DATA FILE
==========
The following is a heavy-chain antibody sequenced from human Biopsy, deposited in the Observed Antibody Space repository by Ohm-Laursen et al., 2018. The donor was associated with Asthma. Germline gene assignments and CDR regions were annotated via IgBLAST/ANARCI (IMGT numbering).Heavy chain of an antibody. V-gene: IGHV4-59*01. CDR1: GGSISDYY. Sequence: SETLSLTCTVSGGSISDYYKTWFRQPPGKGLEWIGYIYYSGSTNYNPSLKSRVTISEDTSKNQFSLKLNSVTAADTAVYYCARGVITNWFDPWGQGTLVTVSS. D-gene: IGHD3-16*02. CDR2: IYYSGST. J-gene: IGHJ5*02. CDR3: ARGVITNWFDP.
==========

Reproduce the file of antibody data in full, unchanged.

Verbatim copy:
The following is a heavy-chain antibody sequenced from human Biopsy, deposited in the Observed Antibody Space repository by Ohm-Laursen et al., 2018. The donor was associated with Asthma. Germline gene assignments and CDR regions were annotated via IgBLAST/ANARCI (IMGT numbering).Heavy chain of an antibody. V-gene: IGHV4-59*01. CDR1: GGSISDYY. Sequence: SETLSLTCTVSGGSISDYYKTWFRQPPGKGLEWIGYIYYSGSTNYNPSLKSRVTISEDTSKNQFSLKLNSVTAADTAVYYCARGVITNWFDPWGQGTLVTVSS. D-gene: IGHD3-16*02. CDR2: IYYSGST. J-gene: IGHJ5*02. CDR3: ARGVITNWFDP.